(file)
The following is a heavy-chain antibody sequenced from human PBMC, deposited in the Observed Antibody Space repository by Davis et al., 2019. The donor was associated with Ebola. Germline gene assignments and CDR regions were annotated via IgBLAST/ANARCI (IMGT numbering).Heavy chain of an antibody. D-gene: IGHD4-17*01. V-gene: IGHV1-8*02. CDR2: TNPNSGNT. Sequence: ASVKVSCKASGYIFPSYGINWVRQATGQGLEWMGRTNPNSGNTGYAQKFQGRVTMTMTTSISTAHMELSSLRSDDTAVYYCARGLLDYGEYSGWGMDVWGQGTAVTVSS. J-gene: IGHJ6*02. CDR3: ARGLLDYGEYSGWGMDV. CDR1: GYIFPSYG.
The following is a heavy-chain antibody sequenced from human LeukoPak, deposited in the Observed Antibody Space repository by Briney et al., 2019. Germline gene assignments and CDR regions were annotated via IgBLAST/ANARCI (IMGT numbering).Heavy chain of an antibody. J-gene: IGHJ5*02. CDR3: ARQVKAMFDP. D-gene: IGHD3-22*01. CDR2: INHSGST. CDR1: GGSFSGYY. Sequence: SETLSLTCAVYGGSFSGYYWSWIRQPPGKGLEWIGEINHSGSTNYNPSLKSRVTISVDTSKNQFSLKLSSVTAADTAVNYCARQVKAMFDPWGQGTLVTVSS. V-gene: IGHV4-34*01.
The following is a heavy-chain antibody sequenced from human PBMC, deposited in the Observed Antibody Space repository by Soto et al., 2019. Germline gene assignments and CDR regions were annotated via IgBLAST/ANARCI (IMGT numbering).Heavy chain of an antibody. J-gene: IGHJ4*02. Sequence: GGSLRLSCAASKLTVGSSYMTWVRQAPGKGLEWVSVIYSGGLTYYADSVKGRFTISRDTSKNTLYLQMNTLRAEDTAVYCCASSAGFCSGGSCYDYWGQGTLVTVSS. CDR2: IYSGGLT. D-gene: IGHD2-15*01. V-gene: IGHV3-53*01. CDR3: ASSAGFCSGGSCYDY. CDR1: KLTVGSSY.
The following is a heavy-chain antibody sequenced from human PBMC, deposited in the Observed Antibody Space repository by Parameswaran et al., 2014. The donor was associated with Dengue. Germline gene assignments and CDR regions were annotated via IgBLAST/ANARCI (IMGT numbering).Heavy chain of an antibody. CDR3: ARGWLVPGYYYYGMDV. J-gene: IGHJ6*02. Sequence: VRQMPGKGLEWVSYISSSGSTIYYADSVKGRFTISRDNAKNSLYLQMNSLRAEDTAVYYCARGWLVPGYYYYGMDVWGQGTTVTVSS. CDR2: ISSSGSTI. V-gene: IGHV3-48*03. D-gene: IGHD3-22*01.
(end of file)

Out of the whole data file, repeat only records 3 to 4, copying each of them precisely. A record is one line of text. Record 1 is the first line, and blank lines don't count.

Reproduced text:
The following is a heavy-chain antibody sequenced from human PBMC, deposited in the Observed Antibody Space repository by Soto et al., 2019. Germline gene assignments and CDR regions were annotated via IgBLAST/ANARCI (IMGT numbering).Heavy chain of an antibody. J-gene: IGHJ4*02. Sequence: GGSLRLSCAASKLTVGSSYMTWVRQAPGKGLEWVSVIYSGGLTYYADSVKGRFTISRDTSKNTLYLQMNTLRAEDTAVYCCASSAGFCSGGSCYDYWGQGTLVTVSS. CDR2: IYSGGLT. D-gene: IGHD2-15*01. V-gene: IGHV3-53*01. CDR3: ASSAGFCSGGSCYDY. CDR1: KLTVGSSY.
The following is a heavy-chain antibody sequenced from human PBMC, deposited in the Observed Antibody Space repository by Parameswaran et al., 2014. The donor was associated with Dengue. Germline gene assignments and CDR regions were annotated via IgBLAST/ANARCI (IMGT numbering).Heavy chain of an antibody. CDR3: ARGWLVPGYYYYGMDV. J-gene: IGHJ6*02. Sequence: VRQMPGKGLEWVSYISSSGSTIYYADSVKGRFTISRDNAKNSLYLQMNSLRAEDTAVYYCARGWLVPGYYYYGMDVWGQGTTVTVSS. CDR2: ISSSGSTI. V-gene: IGHV3-48*03. D-gene: IGHD3-22*01.